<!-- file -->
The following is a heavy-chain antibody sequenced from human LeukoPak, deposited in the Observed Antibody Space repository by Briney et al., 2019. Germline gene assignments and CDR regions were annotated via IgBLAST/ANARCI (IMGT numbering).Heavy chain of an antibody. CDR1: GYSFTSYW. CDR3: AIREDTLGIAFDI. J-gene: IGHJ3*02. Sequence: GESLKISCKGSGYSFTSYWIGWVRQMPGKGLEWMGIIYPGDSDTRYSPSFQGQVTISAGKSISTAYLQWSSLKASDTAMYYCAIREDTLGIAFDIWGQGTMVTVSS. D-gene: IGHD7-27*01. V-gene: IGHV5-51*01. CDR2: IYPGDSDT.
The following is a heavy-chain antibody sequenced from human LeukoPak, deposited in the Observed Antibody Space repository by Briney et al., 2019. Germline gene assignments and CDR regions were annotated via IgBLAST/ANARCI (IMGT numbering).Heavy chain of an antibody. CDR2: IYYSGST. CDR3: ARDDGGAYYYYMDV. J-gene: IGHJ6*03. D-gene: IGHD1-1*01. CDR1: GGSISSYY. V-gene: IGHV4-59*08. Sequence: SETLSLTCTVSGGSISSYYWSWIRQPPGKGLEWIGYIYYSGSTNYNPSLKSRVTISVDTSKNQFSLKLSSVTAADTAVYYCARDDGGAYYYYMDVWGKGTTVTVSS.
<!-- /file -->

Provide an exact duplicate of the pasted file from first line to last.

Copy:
The following is a heavy-chain antibody sequenced from human LeukoPak, deposited in the Observed Antibody Space repository by Briney et al., 2019. Germline gene assignments and CDR regions were annotated via IgBLAST/ANARCI (IMGT numbering).Heavy chain of an antibody. CDR1: GYSFTSYW. CDR3: AIREDTLGIAFDI. J-gene: IGHJ3*02. Sequence: GESLKISCKGSGYSFTSYWIGWVRQMPGKGLEWMGIIYPGDSDTRYSPSFQGQVTISAGKSISTAYLQWSSLKASDTAMYYCAIREDTLGIAFDIWGQGTMVTVSS. D-gene: IGHD7-27*01. V-gene: IGHV5-51*01. CDR2: IYPGDSDT.
The following is a heavy-chain antibody sequenced from human LeukoPak, deposited in the Observed Antibody Space repository by Briney et al., 2019. Germline gene assignments and CDR regions were annotated via IgBLAST/ANARCI (IMGT numbering).Heavy chain of an antibody. CDR2: IYYSGST. CDR3: ARDDGGAYYYYMDV. J-gene: IGHJ6*03. D-gene: IGHD1-1*01. CDR1: GGSISSYY. V-gene: IGHV4-59*08. Sequence: SETLSLTCTVSGGSISSYYWSWIRQPPGKGLEWIGYIYYSGSTNYNPSLKSRVTISVDTSKNQFSLKLSSVTAADTAVYYCARDDGGAYYYYMDVWGKGTTVTVSS.